The coronary arteries are a pair of blood vessels that supply oxygen-rich blood to the heart muscle. These arteries are located on the surface of the heart and branch off from the aorta, the main artery that carries blood away from the heart. The coronary arteries are critical for the proper functioning of the heart, as they provide the heart muscle with the oxygen and nutrients it needs to pump blood throughout the body.

Coronary artery disease (CAD) is a common condition that occurs when the coronary arteries become narrowed or blocked due to the buildup of plaque. Plaque is made up of cholesterol, fat, and other substances that accumulate on the inner walls of the coronary arteries. As plaque builds up, it narrows the coronary arteries and reduces blood flow to the heart. This can lead to chest pain (angina), heart attack, and other serious complications.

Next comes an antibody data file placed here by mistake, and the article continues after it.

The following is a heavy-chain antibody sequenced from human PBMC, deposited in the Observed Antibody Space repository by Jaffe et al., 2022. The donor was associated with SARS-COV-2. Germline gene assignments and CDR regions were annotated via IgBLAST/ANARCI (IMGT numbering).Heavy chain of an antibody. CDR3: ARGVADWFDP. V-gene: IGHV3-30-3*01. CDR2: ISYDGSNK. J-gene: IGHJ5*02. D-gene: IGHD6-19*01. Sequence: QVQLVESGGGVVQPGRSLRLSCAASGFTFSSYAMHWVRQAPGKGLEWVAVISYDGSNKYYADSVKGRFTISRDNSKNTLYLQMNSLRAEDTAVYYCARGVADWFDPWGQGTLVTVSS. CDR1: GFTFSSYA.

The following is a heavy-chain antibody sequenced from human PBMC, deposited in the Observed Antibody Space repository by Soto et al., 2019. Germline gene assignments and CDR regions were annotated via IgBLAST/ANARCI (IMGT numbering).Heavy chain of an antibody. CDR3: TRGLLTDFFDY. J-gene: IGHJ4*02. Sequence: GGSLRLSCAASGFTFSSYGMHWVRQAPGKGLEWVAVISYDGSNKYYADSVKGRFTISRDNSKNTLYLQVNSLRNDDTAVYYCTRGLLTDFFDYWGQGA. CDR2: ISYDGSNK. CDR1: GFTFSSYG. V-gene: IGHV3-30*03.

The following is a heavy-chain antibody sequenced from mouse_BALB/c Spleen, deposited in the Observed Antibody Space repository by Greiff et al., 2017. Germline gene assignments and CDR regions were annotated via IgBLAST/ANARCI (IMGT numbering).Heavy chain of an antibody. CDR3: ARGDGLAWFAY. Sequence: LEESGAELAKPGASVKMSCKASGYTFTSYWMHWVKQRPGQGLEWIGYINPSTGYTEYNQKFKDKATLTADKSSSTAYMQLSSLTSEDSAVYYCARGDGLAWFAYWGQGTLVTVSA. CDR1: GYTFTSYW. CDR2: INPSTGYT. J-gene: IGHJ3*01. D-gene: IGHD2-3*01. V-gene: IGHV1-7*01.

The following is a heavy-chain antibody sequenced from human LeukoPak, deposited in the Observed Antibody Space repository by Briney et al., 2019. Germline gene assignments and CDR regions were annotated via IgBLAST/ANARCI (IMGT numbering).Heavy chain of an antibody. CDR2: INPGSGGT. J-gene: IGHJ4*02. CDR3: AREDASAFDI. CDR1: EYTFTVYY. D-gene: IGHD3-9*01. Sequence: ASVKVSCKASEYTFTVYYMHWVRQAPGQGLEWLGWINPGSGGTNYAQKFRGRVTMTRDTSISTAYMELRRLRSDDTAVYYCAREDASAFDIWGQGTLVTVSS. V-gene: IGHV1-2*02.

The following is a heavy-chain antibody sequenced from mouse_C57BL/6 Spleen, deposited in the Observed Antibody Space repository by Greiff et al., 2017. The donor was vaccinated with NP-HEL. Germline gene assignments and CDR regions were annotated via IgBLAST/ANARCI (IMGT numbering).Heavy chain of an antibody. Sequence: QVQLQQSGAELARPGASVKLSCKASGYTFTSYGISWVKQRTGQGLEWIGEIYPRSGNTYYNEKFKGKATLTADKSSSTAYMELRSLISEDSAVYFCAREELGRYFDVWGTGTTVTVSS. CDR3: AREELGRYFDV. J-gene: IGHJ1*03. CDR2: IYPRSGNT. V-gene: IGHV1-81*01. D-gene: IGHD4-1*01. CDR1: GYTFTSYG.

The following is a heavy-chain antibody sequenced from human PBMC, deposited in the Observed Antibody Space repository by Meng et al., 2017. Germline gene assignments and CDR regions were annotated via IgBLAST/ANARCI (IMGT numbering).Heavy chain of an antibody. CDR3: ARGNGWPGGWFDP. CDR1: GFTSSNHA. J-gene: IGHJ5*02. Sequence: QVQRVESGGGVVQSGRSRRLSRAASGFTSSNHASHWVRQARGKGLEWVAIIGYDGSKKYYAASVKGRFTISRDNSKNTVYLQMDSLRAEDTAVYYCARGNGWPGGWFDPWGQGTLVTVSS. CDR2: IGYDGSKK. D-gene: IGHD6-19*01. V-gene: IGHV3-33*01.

Percutaneous coronary intervention (PCI) is a procedure used to treat CAD. PCI is also known as coronary angioplasty or coronary stenting. During PCI, a thin, flexible tube called a catheter is inserted into a blood vessel in the arm or leg and threaded through the arteries to the site of the blockage in the coronary arteries. A small balloon is then inflated at the tip of the catheter, which pushes the plaque against the walls of the coronary arteries and widens the narrowed or blocked artery.

In some cases, a small metal mesh tube called a stent is placed in the coronary artery after the balloon is inflated. The stent helps keep the artery open and improves blood flow to the heart. PCI can be performed using local anesthesia, and most people can go home the same day.

PCI is a safe and effective treatment for CAD. It can relieve symptoms, improve blood flow to the heart, and reduce the risk of heart attack and other complications. In some cases, PCI can be performed as an emergency treatment for a heart attack. It can also be used to prevent a heart attack in people who are at high risk for CAD.